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European Drama

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  1. Doctor Faustus: With The English Faust Book

    Christopher Marlowe
    Edited, with Introduction and Notes, by David Wootton

    Doctor Faustus: With The English Faust Book

    "This is an excellent edition; I really appreciate the clear Introduction and the exceptionally useful notes.  I look forward to using this text with a freshman literature class who will really benefit from the helpful textual apparatus."
         —Charlotte England, Department of English, Salisbury University

  2. Faust: The First Part of the Tragedy

    Johann Wolfgang von Goethe
    Translated, with an introduction and notes, by Margaret Kirby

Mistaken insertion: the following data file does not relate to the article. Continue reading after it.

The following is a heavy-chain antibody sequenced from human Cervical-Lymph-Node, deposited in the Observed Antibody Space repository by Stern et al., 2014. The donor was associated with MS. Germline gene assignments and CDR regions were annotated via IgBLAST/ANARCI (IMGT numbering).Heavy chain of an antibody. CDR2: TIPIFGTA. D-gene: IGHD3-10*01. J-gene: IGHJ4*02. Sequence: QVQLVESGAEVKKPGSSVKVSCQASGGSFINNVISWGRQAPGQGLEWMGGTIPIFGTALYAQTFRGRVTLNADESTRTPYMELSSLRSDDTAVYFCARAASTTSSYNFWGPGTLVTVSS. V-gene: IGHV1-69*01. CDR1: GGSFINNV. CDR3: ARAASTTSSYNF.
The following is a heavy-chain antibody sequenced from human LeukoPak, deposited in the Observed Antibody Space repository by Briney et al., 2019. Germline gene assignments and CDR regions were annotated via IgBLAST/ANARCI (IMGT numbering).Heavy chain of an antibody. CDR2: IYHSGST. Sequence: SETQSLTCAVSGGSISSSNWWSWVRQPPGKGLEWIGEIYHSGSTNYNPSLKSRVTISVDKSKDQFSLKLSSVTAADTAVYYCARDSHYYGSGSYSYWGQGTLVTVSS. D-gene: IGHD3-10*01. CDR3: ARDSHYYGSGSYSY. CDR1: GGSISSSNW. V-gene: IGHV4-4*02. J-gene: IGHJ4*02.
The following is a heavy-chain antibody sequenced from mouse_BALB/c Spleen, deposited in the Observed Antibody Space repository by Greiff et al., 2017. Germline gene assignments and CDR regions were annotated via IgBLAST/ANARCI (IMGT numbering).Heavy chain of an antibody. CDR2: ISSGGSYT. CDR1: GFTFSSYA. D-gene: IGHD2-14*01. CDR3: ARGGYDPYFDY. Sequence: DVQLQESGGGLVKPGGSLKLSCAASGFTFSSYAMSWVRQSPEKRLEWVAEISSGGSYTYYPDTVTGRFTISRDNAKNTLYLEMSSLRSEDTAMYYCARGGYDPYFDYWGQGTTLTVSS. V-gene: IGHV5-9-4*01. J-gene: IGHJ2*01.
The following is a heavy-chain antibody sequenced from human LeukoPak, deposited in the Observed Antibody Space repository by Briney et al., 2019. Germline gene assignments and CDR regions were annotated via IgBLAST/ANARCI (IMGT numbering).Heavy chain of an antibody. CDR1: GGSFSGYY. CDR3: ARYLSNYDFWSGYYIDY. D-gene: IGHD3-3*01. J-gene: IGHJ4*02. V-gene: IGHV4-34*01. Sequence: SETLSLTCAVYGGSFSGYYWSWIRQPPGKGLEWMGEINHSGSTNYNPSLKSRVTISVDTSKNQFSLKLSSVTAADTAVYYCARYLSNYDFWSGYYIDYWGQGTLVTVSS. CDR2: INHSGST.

Faust: The First Part of the Tragedy

    "Kirby reproduces in simple, clear English—and almost always line for line—the meaning of Goethe's German text, with metrical variations that evoke the shifting meters of the original."
          —Jane Brown, University of Washington

  3. Four Plays and Three Jokes

    Anton Chekhov
    Translated, with an Introduction and Notes, by Sharon Marie Carnicke

    Four Plays and Three Jokes

    This volume offers lively and accurate translations of Chekhov's major plays and one-acts (complete contents listed below) along with a superb Introduction focused on the plays' remarkably enduring power to elicit the most widely divergent of responses, the life of the playwright in its historical and aesthetic contexts, suggestions for reading the plays "under a microscope," and notes designed to bring Chekhov's world into immediate focus—everything needed to examine his drama with fresh eyes and on its own artistic terms. Three Jokes: The Bear, The Proposal, The Anniversary. The Major Plays: The Seagull, Uncle Vanya, Three Sisters, The Cherry Orchard.

  4. La casa de Bernarda Alba

    Federico García Lorca
    Edited by Paola Bianco and Antonio Sobejano-Morán

    La casa de Bernarda Alba